One of the commonly used isoflurane anesthesia has been found to make bees have jet lag during the day. Guy Warman, a chronobiologist at the university of Auckland New Zealand reported that isoflurane anesthesia plays a role in the body rhythms as part of the biological clocks. This concept can be demonstrated by doing experiments on honey bees in surgical theatres representing patients. There was an online report by Warman and his colleagues in the proceedings of the national academy of sciences. The report that was made on the 16th April 2012 saying that night time anesthesia changes in phases with drug effects on body rhythm.
Analysis of the body rhythms for specific daily patterns is important in medicine according to Warman. He says that it is not advisable to make a general rule to perform all surgical operations at night in response to the research findings. The findings are instead driving his team to consider an alternative way of understanding surgery protocols by keeping the clock ticking normally.
The experiment that was designed by Warman and his team was aimed at bringing a lasting solution to the puzzle of recovery in surgical patients. Doctors were mixed between the understanding of what causes disorientation immediately upon waking up from operations and anesthesia effects. Reasons for fitful sleeping behavior of recovering patients could not be understood by these health care professionals. All these were found to revolve around the way biological clock was tickling as seen in bees. Molecular understanding of how the phenomenon works is in line with the clock genes of the insects.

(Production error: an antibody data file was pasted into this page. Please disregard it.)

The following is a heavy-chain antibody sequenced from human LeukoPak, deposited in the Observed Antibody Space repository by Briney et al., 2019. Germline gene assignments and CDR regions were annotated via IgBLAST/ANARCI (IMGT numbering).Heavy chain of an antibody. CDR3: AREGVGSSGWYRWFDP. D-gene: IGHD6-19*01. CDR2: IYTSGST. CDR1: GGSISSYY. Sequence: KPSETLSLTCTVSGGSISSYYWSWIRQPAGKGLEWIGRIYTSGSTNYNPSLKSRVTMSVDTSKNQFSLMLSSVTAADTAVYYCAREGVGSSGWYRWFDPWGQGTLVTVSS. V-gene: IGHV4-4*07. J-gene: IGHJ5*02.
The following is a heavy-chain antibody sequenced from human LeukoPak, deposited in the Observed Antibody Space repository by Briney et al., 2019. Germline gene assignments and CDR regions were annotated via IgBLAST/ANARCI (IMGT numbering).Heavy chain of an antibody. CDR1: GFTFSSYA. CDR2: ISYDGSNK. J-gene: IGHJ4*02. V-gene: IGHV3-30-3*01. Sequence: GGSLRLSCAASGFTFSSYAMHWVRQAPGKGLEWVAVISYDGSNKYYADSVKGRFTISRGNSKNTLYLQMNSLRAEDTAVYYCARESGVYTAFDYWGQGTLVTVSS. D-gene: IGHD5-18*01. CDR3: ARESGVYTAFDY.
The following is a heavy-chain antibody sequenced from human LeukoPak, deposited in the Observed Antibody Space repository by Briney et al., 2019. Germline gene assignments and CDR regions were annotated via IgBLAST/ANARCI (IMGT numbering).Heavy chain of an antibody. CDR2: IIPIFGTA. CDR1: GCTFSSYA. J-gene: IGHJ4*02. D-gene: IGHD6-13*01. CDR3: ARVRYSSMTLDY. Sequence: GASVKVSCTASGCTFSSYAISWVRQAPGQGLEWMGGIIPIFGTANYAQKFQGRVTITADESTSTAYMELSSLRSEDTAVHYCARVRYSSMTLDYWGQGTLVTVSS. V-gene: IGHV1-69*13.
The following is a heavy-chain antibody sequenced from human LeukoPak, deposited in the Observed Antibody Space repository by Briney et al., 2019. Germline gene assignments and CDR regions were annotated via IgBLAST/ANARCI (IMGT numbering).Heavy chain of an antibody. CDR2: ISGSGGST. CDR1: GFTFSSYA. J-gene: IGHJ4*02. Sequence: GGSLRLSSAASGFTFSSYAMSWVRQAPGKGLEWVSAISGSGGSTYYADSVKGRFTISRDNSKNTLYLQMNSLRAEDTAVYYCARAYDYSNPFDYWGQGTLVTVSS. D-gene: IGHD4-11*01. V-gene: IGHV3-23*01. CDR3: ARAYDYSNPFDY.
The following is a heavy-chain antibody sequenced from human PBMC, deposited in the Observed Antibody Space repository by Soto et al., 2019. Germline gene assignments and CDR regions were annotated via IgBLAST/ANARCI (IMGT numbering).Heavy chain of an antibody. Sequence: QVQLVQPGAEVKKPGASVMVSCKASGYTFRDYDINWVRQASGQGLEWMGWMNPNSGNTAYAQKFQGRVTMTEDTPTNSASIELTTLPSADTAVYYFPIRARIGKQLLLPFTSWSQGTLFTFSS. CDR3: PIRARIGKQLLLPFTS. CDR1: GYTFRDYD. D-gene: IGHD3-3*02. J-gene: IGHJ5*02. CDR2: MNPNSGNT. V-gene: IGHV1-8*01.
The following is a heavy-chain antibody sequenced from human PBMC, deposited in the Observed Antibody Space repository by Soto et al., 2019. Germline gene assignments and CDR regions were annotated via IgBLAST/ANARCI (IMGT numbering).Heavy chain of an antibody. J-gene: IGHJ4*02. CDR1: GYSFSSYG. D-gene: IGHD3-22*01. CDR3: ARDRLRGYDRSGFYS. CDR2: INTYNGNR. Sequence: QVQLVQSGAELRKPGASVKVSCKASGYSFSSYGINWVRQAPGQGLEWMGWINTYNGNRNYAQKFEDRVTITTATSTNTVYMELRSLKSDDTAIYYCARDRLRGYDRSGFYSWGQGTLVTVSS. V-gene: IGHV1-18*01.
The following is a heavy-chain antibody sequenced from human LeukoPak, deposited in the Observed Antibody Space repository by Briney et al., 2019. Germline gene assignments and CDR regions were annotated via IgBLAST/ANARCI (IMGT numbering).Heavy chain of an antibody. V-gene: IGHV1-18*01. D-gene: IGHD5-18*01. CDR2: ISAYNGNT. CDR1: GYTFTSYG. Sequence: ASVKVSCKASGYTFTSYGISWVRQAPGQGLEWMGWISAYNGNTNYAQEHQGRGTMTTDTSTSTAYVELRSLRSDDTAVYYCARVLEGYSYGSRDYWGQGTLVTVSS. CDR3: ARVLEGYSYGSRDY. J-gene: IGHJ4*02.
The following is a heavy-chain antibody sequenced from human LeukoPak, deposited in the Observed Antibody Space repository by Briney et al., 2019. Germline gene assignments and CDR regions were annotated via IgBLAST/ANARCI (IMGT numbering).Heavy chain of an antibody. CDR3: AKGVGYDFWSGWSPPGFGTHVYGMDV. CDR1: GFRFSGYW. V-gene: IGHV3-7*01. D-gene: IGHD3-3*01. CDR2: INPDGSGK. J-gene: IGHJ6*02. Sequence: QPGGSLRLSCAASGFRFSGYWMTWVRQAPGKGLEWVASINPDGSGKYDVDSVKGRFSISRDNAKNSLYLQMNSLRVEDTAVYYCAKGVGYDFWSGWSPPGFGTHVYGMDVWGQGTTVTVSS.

A similar result was registered by researchers who were working on bees’ behavior. The subjects of study were trained on a common point for sugar solution. These insects were then anesthetized and allowed to be in a coma for some time. When they woke up from the effects, their motion were monitored and seen to deviate from the expected direction. Bees have a natural inbuilt instinct that allows them estimate direction of the sun by their biological clock. The findings revealed that the bees were responding to external influence of anesthesia. With bees, jet lag concept was apparent in this study as revealed by the findings.
Another test was conducted within the confines of the laboratory without outdoor cues for the activity patterns. Cycles from the study showed a delay in activity of clock gene after being treated with night time anesthesia. Response of bees when subjected to different concentrations of the chemical anesthesia by research is what Matthias Eikermann was concerned about. The worker at Massachusetts General Hospital in Boston is trying to project what the repercussions would be for the bees when the anesthesia is altered. This idea is to be useful in determination of the component of insect physiology that is affected by anesthesia.
Research on bees was better confounded as a worthy research step before the ultimate decision to start working on real humans. This was in line with the control of all the factors in studies using bees as subjects as opposed to clinical trials in humans according to Nancy Chamberlin. She is a neurobiologist at Beth Israel Deaconess Medical Center in Boston. She talks of these results as being a reason for difficulty in using human studies for analysis of clinical trials.